Thu Dec 3rd, 2009 at 08:03:11 AM EST
Is Global Warming Unstoppable?
ScienceDaily (Nov. 24, 2009) -- In a provocative new study, a University of Utah scientist argues that rising carbon dioxide emissions -- the major cause of global warming -- cannot be stabilized unless the world's economy collapses or society builds the equivalent of one new nuclear power plant each day.
Now that's a pretty hyped up opening statement. I think there are some holes in it, but that result isn't what I find interesting about the model. What caught my eye comes further down...
frontpaged - Nomad
Garrett treats civilization like a "heat engine" that "consumes energy and does 'work' in the form of economic production, which then spurs it to consume more energy," he says.
Garrett says his study's key finding "is that accumulated economic production over the course of history has been tied to the rate of energy consumption at a global level through a constant factor."
That "constant" is 9.7 (plus or minus 0.3) milliwatts per inflation-adjusted 1990 dollar. So if you look at economic and energy production at any specific time in history, "each inflation-adjusted 1990 dollar would be supported by 9.7 milliwatts of primary energy consumption," Garrett says.
Garrett tested his theory and found this constant relationship between energy use and economic production at any given time by using United Nations statistics for global GDP (gross domestic product), U.S. Department of Energy data on global energy consumption during1970-2005, and previous studies that estimated global economic production as long as 2,000 years ago. Then he investigated the implications for carbon dioxide emissions.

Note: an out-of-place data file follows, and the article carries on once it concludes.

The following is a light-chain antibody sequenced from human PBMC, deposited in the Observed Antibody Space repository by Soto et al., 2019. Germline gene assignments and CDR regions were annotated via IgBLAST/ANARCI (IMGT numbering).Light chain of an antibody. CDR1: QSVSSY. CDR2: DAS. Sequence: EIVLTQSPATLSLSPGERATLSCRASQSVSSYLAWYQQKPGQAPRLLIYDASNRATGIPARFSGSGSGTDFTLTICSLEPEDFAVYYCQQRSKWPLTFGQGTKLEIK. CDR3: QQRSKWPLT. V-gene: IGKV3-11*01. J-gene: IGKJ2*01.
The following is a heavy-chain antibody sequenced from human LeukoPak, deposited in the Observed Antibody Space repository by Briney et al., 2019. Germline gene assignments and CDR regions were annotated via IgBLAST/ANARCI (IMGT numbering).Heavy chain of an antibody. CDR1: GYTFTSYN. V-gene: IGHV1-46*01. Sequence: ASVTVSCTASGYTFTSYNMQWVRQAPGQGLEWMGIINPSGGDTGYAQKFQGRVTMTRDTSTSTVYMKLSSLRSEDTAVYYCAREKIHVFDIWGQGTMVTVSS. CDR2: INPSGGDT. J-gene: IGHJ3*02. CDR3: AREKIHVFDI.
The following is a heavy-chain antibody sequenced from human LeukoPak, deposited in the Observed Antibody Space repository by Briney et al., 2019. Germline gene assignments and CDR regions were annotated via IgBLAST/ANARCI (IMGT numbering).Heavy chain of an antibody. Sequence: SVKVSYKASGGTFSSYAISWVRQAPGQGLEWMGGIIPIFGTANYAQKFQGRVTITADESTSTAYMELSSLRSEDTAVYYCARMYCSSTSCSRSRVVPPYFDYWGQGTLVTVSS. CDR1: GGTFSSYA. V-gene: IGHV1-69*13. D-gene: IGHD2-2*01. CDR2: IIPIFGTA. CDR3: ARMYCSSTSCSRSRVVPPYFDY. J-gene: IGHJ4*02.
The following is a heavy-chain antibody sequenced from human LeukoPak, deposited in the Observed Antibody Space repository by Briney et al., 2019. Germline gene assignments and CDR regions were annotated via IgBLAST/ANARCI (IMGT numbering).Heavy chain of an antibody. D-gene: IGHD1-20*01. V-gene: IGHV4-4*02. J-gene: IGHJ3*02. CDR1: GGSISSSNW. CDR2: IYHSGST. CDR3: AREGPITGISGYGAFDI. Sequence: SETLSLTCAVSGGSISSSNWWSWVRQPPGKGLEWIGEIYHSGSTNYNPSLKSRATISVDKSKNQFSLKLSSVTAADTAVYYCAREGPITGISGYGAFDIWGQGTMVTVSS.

"Economists think you need population and standard of living to estimate productivity," he says. "In my model, all you need to know is how fast energy consumption is rising. The reason why is because there is this link between the economy and rates of energy consumption, and it's just a constant factor."
I've long held the prejudice that many of the "just so" stories in economics about how many tools of economics and finance (notably "trade" and "money") amplify prosperity are only descriptions of mechanisms that have worked mostly within the confines of an energy-prosperity relationship, and as such are just fetishising means over ends - probably because energy production is basically a collective, rather than an individual endeavour...
My main discussion point was a graph of fossil fuel extraction vs world GDP (which I can no longer find.) This feels like another little piece of evidence to put to the jigsaw.